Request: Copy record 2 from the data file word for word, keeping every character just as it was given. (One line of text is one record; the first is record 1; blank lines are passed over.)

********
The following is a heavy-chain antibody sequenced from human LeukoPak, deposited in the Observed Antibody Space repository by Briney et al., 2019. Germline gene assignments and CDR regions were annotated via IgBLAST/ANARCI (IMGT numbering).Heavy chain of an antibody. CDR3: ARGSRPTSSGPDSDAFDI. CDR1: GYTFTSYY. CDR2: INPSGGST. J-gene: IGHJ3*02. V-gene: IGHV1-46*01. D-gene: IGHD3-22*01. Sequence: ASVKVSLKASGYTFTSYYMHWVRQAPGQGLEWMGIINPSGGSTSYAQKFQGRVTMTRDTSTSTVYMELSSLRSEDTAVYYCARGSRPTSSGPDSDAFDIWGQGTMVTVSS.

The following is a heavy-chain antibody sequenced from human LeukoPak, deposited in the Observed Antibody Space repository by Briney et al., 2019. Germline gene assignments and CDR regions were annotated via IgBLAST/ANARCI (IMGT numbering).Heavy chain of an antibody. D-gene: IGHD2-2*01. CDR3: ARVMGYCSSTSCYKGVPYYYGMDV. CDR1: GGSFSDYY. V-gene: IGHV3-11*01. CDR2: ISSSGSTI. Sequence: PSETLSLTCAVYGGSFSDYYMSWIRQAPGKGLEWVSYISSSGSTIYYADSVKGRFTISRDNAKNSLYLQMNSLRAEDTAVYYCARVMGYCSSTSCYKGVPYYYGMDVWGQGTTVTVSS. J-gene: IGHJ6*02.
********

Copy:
The following is a heavy-chain antibody sequenced from human LeukoPak, deposited in the Observed Antibody Space repository by Briney et al., 2019. Germline gene assignments and CDR regions were annotated via IgBLAST/ANARCI (IMGT numbering).Heavy chain of an antibody. D-gene: IGHD2-2*01. CDR3: ARVMGYCSSTSCYKGVPYYYGMDV. CDR1: GGSFSDYY. V-gene: IGHV3-11*01. CDR2: ISSSGSTI. Sequence: PSETLSLTCAVYGGSFSDYYMSWIRQAPGKGLEWVSYISSSGSTIYYADSVKGRFTISRDNAKNSLYLQMNSLRAEDTAVYYCARVMGYCSSTSCYKGVPYYYGMDVWGQGTTVTVSS. J-gene: IGHJ6*02.